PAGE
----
- Buyer's Guide
The most important features of a product are often below the surface. Would a race car enthusiast even think of buying a car without getting a good look at the engine? Of course not! Believe it or not, many people attempt to solve their contamination control problems without knowing much about the inside of the filter - the heart of the filter - the media.
Media Development Process
Media is the term used to describe any material used to filter particles out of a fluid flow stream. The filtering process takes place within the media, which is made up of an intricate maze of tiny fibers.
The filter media should remove as much dirt as possible, while also allowing the liquid to flow through the filter efficiently with minimum resistance. Long filter life depends on a low resistance to flow and low pressure drop.
in Filter Elements
There are two main components of filter elements. The first is the design of the filter element itself, and the second is the type of media that is used in such elements.
Filter elements have some attributes that are immediately obvious to the casual observer, such as height, inside diameter, outside diameter, media concentration, type of liner, seal design and the way media and components are glued or potted together.
Inside the element, the filter media can vary in thickness, pleat depth and pleat concentration (Figure 1).
Figure 1. Filter Media are Designed with Specific
Pleat Concentrations, Number of Pleats per
Inch in the Filter Media, for Maximum Performance.
Another obvious trait is the media color, which can indicate the type of fibers used in the media. For example, Donaldson hydraulic filters are generally equipped with either white (synthetic material) or natural brown (paper or cellulose material) media (Figure 2).
Figure 2. Media Color Inside Filter Canister
Varies According to Manufacturer.
Note: Media colors vary according to each manufacturer. It should not be assumed, for example, that any white-colored media is made of synthetic material.
Some of the most important characteristics of filter media can be detected only under a microscope. These characteristics include structure, fiber diameter, volume solidity, basis weight, thickness and layering.
The media must have holes or channels to direct the fluid flow and allow fluid passage. Essentially, the media is a porous mat of fibers that alters the fluid flow stream by causing fluid to twist, turn and accelerate during passage. The fluid changes direction as it comes into contact with the media fibers (Figure 3). As the fluid flows through the media, winding its way through the depths of the layers of fibers, the contaminant in the fluid is captured by the media fibers and the fluid becomes cleaner and cleaner.
Figure 3. Filter Media Must Have Holes or Channels to Direct
Fluid Flow. As Fluid Winds Through Layers of Fibers,
the Contaminant is Captured and the Fluid Becomes Cleaner.
vs. Cellulose Media
The differences between synthetic and cellulose (paper-based) media can be seen in the close-up photos from the scanning electron microscope in which the media mat is magnified hundreds of times (Figures 4 and 5).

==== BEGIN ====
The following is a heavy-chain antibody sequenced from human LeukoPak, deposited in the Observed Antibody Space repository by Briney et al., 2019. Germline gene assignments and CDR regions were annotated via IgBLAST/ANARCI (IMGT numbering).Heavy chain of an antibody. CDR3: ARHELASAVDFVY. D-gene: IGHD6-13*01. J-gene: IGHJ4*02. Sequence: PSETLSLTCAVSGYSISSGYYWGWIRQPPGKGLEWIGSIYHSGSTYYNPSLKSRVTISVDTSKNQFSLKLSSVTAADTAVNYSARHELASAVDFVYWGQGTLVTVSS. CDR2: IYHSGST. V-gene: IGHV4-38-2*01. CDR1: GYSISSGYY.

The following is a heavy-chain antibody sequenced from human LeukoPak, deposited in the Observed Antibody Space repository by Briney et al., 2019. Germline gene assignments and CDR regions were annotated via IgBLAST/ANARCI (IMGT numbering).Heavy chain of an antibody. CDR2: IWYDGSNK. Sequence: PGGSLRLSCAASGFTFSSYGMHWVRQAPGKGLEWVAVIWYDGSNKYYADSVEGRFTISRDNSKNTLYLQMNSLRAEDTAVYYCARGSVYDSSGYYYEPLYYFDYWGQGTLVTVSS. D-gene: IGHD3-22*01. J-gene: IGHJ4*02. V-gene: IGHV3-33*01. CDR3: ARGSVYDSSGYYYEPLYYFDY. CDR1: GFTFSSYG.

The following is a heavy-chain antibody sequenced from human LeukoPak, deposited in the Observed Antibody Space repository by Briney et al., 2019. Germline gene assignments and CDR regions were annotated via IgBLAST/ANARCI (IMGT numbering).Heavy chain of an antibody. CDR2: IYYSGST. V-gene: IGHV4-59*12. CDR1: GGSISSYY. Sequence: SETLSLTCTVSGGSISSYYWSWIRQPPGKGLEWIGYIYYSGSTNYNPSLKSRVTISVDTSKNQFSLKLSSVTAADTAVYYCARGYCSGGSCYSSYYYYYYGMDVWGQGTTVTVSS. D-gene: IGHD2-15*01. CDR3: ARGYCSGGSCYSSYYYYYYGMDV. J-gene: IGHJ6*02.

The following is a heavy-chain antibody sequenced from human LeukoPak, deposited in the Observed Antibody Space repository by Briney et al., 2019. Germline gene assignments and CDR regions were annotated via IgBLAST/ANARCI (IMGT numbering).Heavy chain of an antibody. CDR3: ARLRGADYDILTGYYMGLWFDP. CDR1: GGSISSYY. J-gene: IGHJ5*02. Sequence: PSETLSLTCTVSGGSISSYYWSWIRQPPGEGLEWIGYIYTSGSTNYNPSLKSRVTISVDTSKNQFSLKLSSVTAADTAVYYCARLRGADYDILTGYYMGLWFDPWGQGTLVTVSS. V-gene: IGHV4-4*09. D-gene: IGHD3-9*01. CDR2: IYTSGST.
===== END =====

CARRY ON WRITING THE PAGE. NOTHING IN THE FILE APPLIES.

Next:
Figure 4. Synthetic Filter Media has
Smoother, Finer, Rounded Fibers
that Create Less Resistance to Flow.
Natural fiber cellulose media has larger, rougher fibers that provide effective filtration for a variety of petroleum-based fluids.
Synthetic filter media has smooth, rounded fibers that are much finer in construction than cellulose. They are superior to cellulose in many applications because the fibers are finer and round. Synthetic fibers offer the filter designer more pore spaces per surface area unit, which means more channels to capture dirt, or let the fluid pass through.
Synthetic fibers have other benefits as well: they are more chemically stable than cellulose in most fluids, have an almost indefinite shelf life, and can perform at higher operating temperatures. These attributes can extend the life of the filter and improve filtration performance.
Figure 5. Natural Fiber Cellulose Media
has Larger, Rougher Fibers that Provide
Effective Filtration for a Variety of
Filter Media Collects Particles
There are four basic ways media captures particles: inertial impaction, diffusion, interception and sieving (Figure 6). Inertial impaction works on large, heavy particles suspended in the flow stream. These particles are heavier than the surrounding fluid; as the fluid changes direction to enter the fiber space, the particle continues in a straight line and collides with the media fibers where it is trapped and held.
Figure 6. Filter Media Captures Particles Using
Methods such as Inertia, Interception,
Diffusion and Sieving.
The second way media captures particles is by diffusion. This works on the smallest particles because they are not held in place by the viscous fluid and diffuse within the flow stream. As the particles traverse the flow stream, they collide with the fiber and get caught.
Direct interception works on particles in the mid-range size that are not quite large enough to have inertia and not small enough to diffuse within the flow stream. These mid-sized particles follow the flow stream as it bends through the fiber spaces. Particles are captured (intercepted) when they touch a fiber.